Tuesday, May 04, 2010

Bread and Butter

After a weekend spent thinking about a) Greece (that's a lot of dough, but they've somehow still managed to disappoint), b) the weather (temperatures plummeted for the long weekend), and c) estate agents (a more villainous, less industrious profession is difficult to find), Macro Man is now ready to think about something else.

So how about fixed income pricing in the US? No, not the back end of the Treasury curve, which rises and falls for a whole host of reasons, not all of which are obvious beforehand. No, Macro Man is looking at the short end, the bread-and-butter of a macro punter's book.

Yesterday's ISM was pretty impressive. True, a lot of the strength was "in the price" via the consensus forecast, but even that was exceeded. New orders moved back towards their highs of the cycle, while the headline is now approaching the highs of the last few cycles. Indeed, the only reading of the last 20 years to register higher than yesterday's 60.4 was observed in May 2004: ironically enough, the month before the Fed started hiking rates last time.

As of yet, of course, there is no serious mention of actually putting the funds rate higher- though Macro Man does know one or two guys who expect a rate hike relatively imminently. And while the FOMC minutes indicated that the committee is not yet prepared to countenance (or even really mention) asset sales, the groundwork for policy normalization is clearly underway.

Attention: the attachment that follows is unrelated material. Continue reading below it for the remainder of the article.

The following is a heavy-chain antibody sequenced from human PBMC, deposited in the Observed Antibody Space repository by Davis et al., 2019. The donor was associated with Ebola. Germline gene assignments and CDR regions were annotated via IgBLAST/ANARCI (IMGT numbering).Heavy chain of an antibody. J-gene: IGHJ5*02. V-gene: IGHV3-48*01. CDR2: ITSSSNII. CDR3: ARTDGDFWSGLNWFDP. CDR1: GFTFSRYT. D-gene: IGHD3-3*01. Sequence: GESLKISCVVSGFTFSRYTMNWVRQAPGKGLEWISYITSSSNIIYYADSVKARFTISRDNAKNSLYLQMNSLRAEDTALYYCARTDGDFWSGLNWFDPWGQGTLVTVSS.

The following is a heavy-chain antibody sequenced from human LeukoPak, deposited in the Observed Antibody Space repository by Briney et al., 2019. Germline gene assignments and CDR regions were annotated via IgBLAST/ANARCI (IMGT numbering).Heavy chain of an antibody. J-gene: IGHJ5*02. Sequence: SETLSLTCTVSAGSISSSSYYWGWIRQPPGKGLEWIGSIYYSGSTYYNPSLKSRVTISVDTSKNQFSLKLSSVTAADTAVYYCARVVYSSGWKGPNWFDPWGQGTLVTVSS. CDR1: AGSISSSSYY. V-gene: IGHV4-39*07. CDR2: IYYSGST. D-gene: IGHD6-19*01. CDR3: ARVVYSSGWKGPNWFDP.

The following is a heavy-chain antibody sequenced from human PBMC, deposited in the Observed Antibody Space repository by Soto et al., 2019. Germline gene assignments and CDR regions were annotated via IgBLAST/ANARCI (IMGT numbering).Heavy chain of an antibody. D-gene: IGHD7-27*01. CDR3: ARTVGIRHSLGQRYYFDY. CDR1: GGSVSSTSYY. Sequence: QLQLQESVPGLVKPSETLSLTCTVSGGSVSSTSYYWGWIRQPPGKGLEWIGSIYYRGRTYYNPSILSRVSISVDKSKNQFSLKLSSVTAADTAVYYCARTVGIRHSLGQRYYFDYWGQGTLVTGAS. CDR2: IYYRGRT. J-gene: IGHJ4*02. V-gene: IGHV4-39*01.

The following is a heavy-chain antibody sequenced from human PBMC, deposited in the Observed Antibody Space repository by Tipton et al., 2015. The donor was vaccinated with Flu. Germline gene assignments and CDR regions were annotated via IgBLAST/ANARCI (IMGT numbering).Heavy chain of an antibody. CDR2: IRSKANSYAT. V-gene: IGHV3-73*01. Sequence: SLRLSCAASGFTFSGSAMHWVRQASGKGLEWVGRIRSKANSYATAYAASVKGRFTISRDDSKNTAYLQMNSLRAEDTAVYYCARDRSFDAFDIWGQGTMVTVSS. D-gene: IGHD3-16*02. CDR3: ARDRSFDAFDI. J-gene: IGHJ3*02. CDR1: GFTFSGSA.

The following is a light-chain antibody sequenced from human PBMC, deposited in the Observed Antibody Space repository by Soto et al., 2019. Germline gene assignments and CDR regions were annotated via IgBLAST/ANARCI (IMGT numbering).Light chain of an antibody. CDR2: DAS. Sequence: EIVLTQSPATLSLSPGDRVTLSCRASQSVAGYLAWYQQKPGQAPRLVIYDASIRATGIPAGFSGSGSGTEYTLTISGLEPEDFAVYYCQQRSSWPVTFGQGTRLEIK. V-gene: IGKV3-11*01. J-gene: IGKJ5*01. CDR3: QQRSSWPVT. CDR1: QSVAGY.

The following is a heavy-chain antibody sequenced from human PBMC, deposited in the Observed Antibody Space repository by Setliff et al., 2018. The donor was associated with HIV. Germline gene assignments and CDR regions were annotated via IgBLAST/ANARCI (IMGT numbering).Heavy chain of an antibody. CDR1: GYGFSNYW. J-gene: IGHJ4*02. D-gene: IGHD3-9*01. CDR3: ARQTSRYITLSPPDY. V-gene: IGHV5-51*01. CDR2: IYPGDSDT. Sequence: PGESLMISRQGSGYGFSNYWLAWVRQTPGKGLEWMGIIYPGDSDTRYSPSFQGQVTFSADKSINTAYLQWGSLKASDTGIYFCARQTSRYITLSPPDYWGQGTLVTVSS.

How else to describe last week's twin announcements paving the way for a term deposit facility (note to Fed: please come up with more interesting names for your programs! All these acronyms are really starting to run together. Why not name one "Bob"?)

In any event, 3m LIBOR has now risen 10 bps over the last few weeks and at this juncture shows no signs of stopping. If we regress the last month's fixings and extrapolate them over the course of the year, we can see that LIBOR will approach 0.80% by year end.

Note that while a continuation of the recent trend may not be a reasonable assumption in the absence of any new policy developments, such an extrapolation would, on the other hand, be entirely consistent with both a gradual move towards normalization and, importantly, real-world borrowing and lending rates via the FX forward market.

In any event, if we compare the extrapolation with the June, Sep, and Dec eurodollar contracts, something funny happens. Each of the contracts is priced within a few bps of the line.
Sadly absent is the juice that was present in the strip throughout much of last year. Macro Man has bemoaned the lack of a risk premium in the strip on several occasions thus far this year, and this is just another example of that.

Small wonder, then, that despite the classic "macro trade" of Greece blowing up, many macro punters are suffering through indifferent returns thus far this year. There just ain't any jam on the bread and butter.

11 comments:

Nemo Incognito said...

Certainly feels like liquidity draining out mm. Check relative performance of small bs large caps in Asian markets.

Right Field said...

MM - like the analogy of ISM level in 2004 and rate hike a month before. However, I would note that unemployment at that time was closer to 5.5% vs. 9.7% now...

Either way, I believe that rate normalization in the US needs to accelerate. Been looking at mid-curve Eurodollars (broken butterfly's) to express the view.